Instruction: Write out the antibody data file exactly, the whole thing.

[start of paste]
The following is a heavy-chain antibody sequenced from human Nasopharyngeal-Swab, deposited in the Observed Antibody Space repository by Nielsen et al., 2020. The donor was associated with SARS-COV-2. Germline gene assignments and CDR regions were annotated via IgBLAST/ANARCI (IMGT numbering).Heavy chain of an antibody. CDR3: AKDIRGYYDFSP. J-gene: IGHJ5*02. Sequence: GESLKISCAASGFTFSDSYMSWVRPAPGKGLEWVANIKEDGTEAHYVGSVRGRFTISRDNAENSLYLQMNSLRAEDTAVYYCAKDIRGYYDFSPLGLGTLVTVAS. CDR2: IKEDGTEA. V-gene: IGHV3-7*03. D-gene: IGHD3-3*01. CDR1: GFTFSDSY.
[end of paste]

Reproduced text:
The following is a heavy-chain antibody sequenced from human Nasopharyngeal-Swab, deposited in the Observed Antibody Space repository by Nielsen et al., 2020. The donor was associated with SARS-COV-2. Germline gene assignments and CDR regions were annotated via IgBLAST/ANARCI (IMGT numbering).Heavy chain of an antibody. CDR3: AKDIRGYYDFSP. J-gene: IGHJ5*02. Sequence: GESLKISCAASGFTFSDSYMSWVRPAPGKGLEWVANIKEDGTEAHYVGSVRGRFTISRDNAENSLYLQMNSLRAEDTAVYYCAKDIRGYYDFSPLGLGTLVTVAS. CDR2: IKEDGTEA. V-gene: IGHV3-7*03. D-gene: IGHD3-3*01. CDR1: GFTFSDSY.